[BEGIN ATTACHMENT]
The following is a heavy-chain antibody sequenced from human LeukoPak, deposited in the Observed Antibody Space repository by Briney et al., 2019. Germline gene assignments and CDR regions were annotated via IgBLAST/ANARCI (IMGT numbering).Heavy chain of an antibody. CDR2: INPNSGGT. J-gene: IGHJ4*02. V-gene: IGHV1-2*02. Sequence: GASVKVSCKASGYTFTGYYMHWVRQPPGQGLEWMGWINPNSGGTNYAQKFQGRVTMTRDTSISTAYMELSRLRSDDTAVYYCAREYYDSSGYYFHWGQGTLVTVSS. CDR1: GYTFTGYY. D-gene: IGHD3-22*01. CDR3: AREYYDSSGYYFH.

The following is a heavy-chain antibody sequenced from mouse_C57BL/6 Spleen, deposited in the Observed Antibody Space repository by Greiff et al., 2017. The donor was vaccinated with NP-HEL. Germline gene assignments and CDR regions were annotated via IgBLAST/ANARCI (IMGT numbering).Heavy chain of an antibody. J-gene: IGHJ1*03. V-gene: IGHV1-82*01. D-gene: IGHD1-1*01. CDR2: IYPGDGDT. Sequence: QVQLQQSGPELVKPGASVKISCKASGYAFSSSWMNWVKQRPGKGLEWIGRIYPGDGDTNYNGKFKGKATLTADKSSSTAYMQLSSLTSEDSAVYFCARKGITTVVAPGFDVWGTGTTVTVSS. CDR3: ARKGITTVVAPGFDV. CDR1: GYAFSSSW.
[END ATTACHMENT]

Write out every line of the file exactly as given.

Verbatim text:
The following is a heavy-chain antibody sequenced from human LeukoPak, deposited in the Observed Antibody Space repository by Briney et al., 2019. Germline gene assignments and CDR regions were annotated via IgBLAST/ANARCI (IMGT numbering).Heavy chain of an antibody. CDR2: INPNSGGT. J-gene: IGHJ4*02. V-gene: IGHV1-2*02. Sequence: GASVKVSCKASGYTFTGYYMHWVRQPPGQGLEWMGWINPNSGGTNYAQKFQGRVTMTRDTSISTAYMELSRLRSDDTAVYYCAREYYDSSGYYFHWGQGTLVTVSS. CDR1: GYTFTGYY. D-gene: IGHD3-22*01. CDR3: AREYYDSSGYYFH.

The following is a heavy-chain antibody sequenced from mouse_C57BL/6 Spleen, deposited in the Observed Antibody Space repository by Greiff et al., 2017. The donor was vaccinated with NP-HEL. Germline gene assignments and CDR regions were annotated via IgBLAST/ANARCI (IMGT numbering).Heavy chain of an antibody. J-gene: IGHJ1*03. V-gene: IGHV1-82*01. D-gene: IGHD1-1*01. CDR2: IYPGDGDT. Sequence: QVQLQQSGPELVKPGASVKISCKASGYAFSSSWMNWVKQRPGKGLEWIGRIYPGDGDTNYNGKFKGKATLTADKSSSTAYMQLSSLTSEDSAVYFCARKGITTVVAPGFDVWGTGTTVTVSS. CDR3: ARKGITTVVAPGFDV. CDR1: GYAFSSSW.